If you’ve read any of our posts, or anything about Bosnia-Herzegovina, or seen pictures of it since the mid-1990s, the war is probably the one thing that most people know about the country.
Whilst seeing it for ourselves in Mostar this summer, a local man was speaking to us and got onto the topic of Britain. In doing so he mentioned a name that Bosnia-Herzegovina see as almost synonymous with the country. Whilst across the world that could be anyone from David Beckham and Lewis Hamilton to William Shakespeare and Winston Churchill, this this particular part of the world it’s a BBC journalist, Jeremy Bowen.
During the early 90’s conflict, at a time when Mostar (along with the majority of the Balkans) was in lockdown, Jeremy Bowen had made his way into the city to report from the frontline. Opinion is divided on the input of a lot of the world during this conflict, from Israel’s alleged support of the Yugoslav forces to the UN seemingly allowing, or at least turning a blind eye to concentration camps and war crimes taking place within their safe zones. For all the failings on every side at that time, the BBC’s and Bowen’s efforts must be credited for bringing attention to what was happening in Mostar, and the wider area.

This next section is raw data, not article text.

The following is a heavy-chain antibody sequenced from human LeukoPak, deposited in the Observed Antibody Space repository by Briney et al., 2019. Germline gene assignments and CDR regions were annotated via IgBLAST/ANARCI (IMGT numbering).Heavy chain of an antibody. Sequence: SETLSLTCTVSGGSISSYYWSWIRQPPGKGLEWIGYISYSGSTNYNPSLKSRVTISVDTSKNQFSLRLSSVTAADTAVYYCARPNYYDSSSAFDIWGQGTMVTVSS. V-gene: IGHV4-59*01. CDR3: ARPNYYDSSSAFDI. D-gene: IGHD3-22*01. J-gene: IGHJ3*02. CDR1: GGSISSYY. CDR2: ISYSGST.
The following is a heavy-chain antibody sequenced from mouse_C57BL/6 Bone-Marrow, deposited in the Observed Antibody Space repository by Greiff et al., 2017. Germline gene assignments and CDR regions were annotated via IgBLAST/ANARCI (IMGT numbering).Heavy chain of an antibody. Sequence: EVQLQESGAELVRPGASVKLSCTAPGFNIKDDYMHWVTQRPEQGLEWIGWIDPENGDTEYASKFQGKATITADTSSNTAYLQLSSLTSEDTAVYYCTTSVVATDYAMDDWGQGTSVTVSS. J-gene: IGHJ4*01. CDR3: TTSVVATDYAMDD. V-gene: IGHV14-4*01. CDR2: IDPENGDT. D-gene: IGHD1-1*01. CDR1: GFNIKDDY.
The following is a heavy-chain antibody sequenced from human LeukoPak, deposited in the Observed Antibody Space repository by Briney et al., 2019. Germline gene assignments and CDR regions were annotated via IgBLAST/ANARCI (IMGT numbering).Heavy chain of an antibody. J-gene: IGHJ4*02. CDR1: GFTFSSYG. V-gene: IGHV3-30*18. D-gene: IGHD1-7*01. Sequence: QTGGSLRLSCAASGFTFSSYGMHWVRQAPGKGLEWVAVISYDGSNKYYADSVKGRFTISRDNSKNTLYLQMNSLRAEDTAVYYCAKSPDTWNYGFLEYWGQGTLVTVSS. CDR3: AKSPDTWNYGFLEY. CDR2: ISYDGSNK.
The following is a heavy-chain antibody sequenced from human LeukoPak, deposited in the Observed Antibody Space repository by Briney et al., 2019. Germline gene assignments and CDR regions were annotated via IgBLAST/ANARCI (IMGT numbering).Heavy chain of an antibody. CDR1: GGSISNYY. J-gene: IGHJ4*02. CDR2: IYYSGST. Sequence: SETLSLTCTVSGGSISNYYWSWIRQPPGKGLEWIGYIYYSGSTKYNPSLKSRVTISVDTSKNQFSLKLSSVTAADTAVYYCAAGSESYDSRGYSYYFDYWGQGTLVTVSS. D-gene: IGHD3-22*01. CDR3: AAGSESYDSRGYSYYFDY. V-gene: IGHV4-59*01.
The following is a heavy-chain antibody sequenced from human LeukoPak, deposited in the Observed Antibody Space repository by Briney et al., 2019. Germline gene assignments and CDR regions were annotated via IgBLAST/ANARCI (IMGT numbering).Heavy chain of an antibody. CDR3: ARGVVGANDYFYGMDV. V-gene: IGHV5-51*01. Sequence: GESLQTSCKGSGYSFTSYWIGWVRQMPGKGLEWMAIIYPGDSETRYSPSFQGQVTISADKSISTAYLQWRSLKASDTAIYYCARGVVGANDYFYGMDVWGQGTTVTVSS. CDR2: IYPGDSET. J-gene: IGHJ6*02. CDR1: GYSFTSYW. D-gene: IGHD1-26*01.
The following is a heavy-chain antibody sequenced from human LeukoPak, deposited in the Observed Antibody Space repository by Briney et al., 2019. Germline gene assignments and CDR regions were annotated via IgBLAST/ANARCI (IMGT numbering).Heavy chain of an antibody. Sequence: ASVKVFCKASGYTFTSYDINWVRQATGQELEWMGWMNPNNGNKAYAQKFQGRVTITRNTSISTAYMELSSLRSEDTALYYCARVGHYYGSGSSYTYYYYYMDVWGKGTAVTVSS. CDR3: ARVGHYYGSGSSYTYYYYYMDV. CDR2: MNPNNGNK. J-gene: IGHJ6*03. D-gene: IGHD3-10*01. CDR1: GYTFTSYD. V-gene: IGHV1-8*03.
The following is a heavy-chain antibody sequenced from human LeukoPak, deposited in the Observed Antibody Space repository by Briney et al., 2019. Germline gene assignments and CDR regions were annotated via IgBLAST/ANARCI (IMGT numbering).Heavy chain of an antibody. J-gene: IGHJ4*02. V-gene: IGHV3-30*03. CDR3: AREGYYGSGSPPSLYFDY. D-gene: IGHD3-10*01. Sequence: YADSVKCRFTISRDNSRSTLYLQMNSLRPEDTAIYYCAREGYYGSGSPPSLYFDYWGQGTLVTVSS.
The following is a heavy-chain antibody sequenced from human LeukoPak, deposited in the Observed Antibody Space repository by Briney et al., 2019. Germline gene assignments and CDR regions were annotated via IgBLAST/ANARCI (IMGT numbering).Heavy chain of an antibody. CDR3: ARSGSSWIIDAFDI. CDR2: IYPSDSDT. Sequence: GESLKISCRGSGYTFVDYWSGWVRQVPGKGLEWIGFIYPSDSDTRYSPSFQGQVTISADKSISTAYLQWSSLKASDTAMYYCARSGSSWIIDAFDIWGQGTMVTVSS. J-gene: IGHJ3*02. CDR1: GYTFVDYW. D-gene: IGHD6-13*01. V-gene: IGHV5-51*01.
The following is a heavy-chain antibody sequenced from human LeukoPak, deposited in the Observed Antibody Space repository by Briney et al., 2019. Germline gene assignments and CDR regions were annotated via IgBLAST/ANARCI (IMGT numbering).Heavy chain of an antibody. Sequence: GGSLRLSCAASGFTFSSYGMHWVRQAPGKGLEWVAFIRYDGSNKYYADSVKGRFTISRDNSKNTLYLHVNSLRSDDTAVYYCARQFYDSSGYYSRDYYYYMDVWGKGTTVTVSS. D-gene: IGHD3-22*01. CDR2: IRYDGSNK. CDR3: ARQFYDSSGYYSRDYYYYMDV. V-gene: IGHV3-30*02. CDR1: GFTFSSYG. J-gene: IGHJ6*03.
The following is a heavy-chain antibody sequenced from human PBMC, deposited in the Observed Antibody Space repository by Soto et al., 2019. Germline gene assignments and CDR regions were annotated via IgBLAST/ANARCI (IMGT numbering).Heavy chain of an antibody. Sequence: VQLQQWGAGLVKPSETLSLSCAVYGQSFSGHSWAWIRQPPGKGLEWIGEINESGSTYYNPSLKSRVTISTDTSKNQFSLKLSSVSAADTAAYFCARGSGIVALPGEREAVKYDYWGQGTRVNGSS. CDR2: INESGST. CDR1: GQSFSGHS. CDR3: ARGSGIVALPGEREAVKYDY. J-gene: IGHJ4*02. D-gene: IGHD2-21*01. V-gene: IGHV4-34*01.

Whilst we were in the Museum of Crimes Against Humanity and Genocide in the Bosnian capital, Sarajevo, the following video was playing on a loop. An incredible piece of journalism and a must watch for anyone who wants to see what the frontline was like during the war that gripped the region.
Contains some upsetting scenes.
Article by Tom McBeth & Natasha Bryan
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